I’ve read a lot of books. Thousands of books. I have loved a lot of them, hated some of them, and forgotten plenty. But when I thought about the books that have really stuck with me, books that have remained fresh in mind and retained a special place in my heart—many for twenty-five or thirty years—I realized that so many were books that featured girls and young women as the primary character(s); in situations of danger, mystery, or adventure; and in which those characters have the freedom and power to exhibit strong leadership, problem-solving and survival skills, wrestle with moral and ethical dilemmas, and persevere through struggles both emotional and physical.
These were more than just fictional characters to me. They were role models and literary sisters-in-arms. And the novels they populate are timeless—many of them published decades before I was born—but still relevant and compelling to today’s girls.
5 Books to Get Girls Reading
The Nancy Drew Mysteries by Carolyn Keene: Perhaps presaging my career as an editor of crime novels and thrillers, I read the Nancy Drew series from beginning to end, idolizing Nancy and her two BFFs, George and Bess. George, she of the boy’s name, short black hair, and impish smile was my favorite. The softer, blonder Bess was always described as “pleasantly plump” and had a handsome steady boyfriend, which helped show this plump little girl that it didn’t take a Wakefield twins physique to be attractive to the opposite sex. I devoured them all, but The Password to Larkspur Lane, The Haunted Showboat, and The Clue in the Crossword Cipher were three of my favorites.
Island of the Blue Dolphins by Scott O’Dell: It bears noting that I was also obsessed with the movie The Blue Lagoon as a child, and did not know until now that it was based on a book. (Although perhaps one that might not be appropriate for young people…) O’Dell’s novel riffs on the true story of a woman who lived alone on an island off the coast of California for eighteen years. In his fictionalized version, the young girl, Karana, is accidentally marooned with her younger brother, who is soon killed by a pack of feral dogs. To survive, she must hunt and fish and build shelter, and I vividly remember the abalone she collects and dries (and keeps safe from gulls) for their meat. Not that this made me a lover of escargot or anything, but it was a lasting image.
Jacob Have I Loved by Katherine Paterson: Paterson’s Bridge to Terabithia may be her more famous work, but this one was my favorite. And I’ve just realized I apparently have a thing for shelled sea creatures, because Sara Louise (“Wheeze”), the older of the twin sisters featured in this bleak, beautiful novel, spends her days crabbing on the waters of Chesapeake Bay. Primarily a story of sibling rivalry (based on the Biblical story of Jacob and Esau), what I remember most from the plot are the molting habits of crabs and Sara Louise’s confusing, “sinful” feelings for the seventy-year-old boat captain who takes her under his wing. I don’t know what that says about me, but there was such a sense of longing in this book and character that I somehow identified with as a young girl growing up on the equally cold, bleak, and beautiful coast of Maine.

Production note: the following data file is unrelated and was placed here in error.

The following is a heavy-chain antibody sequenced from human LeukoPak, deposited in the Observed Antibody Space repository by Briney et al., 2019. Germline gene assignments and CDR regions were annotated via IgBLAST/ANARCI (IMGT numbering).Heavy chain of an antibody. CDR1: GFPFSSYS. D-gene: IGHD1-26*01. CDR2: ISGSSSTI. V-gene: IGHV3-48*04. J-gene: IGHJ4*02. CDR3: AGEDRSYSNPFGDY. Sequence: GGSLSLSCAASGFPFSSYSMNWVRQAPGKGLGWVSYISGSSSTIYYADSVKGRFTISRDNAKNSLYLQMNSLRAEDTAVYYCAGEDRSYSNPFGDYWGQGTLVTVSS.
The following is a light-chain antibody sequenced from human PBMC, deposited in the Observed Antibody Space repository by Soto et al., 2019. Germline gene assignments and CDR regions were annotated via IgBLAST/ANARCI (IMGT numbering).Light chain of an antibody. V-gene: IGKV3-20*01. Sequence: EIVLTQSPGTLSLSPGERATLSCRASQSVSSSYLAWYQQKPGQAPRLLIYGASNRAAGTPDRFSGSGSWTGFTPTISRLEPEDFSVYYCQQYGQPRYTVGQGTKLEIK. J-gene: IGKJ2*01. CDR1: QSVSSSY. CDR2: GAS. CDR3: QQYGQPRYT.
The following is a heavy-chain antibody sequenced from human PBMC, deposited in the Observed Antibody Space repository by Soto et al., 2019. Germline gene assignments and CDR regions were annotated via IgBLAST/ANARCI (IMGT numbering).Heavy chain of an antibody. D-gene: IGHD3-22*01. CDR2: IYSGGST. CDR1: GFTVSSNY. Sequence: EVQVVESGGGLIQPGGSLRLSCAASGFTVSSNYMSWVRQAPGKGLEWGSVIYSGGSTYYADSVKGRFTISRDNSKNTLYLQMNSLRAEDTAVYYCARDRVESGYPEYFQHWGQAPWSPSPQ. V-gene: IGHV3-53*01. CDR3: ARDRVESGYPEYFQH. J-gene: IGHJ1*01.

The Jumbies by Tracey Baptiste: I’m cheating here because I didn’t read this book when I was a kid—largely because it had not yet been published. But that doesn’t make The Jumbies any less awesome for the youngster who has the opportunity to pick it up today and delve into the world of fearless Corinne La Mer. In this retelling of a classic Haitian folktale, a motherless girl grows up on an island, hearing legendary tales of the terrifying “jumbies” who live in the forest. She claims not to believe in them, but then one day a mysterious woman arrives at Corinne’s home and seems to bewitch her father. Is this woman a jumby in disguise? A dark mystery with breathless action and a touch of horror, it also boasts some added perks of a twenty-first century publication: Tracey Baptiste and Algonquin Young Readers have created a field guide for “how to recognize, trick, and outmaneuver” the jumbies. Perfect for reading under the pillow with a flashlight, as I was wont to do when I was nine.
On the Banks of Plum Creek (and the other Little House on the Prairie books) by Laura Ingalls Wilder: This proto-Survivor series was literally all I read one summer when I was maybe nine or ten. A friend had brought them to the camp we were staying at with our parents, and she was on the fourth book, so I read the first one (Little House in the Big Woods) and proceeded to lap her, finishing the whole series and waiting impatiently for her to be done with #4 so I could complete the circuit. Maybe because I read it last, or maybe because I loved the idea of a house made of sod, or because I can get neither the visual of the plague of locusts nor the smell of freshly-baked johnny cakes out of my mind, On the Banks of Plum Creek has always been my favorite.
Of course, any of these books would be great for a boy reader too. But what I love about this list (plus: jumbies!) is how it clearly shaped this young girl’s zest for literary adventure stories with heroines who, for lack of a better term, get shit done and don’t take no shit from nobody. And with the holiday season fast approaching, any or all of them would make a perfect gift for the girls in your life…